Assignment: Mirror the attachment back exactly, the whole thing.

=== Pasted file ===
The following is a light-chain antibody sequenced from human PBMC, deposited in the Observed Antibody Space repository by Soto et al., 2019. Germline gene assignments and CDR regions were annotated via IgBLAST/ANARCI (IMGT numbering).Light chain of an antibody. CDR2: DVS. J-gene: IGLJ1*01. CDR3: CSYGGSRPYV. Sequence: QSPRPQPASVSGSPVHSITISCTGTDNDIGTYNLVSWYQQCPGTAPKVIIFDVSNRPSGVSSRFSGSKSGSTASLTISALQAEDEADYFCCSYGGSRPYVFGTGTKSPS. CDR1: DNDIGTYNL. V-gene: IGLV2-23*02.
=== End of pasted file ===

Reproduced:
The following is a light-chain antibody sequenced from human PBMC, deposited in the Observed Antibody Space repository by Soto et al., 2019. Germline gene assignments and CDR regions were annotated via IgBLAST/ANARCI (IMGT numbering).Light chain of an antibody. CDR2: DVS. J-gene: IGLJ1*01. CDR3: CSYGGSRPYV. Sequence: QSPRPQPASVSGSPVHSITISCTGTDNDIGTYNLVSWYQQCPGTAPKVIIFDVSNRPSGVSSRFSGSKSGSTASLTISALQAEDEADYFCCSYGGSRPYVFGTGTKSPS. CDR1: DNDIGTYNL. V-gene: IGLV2-23*02.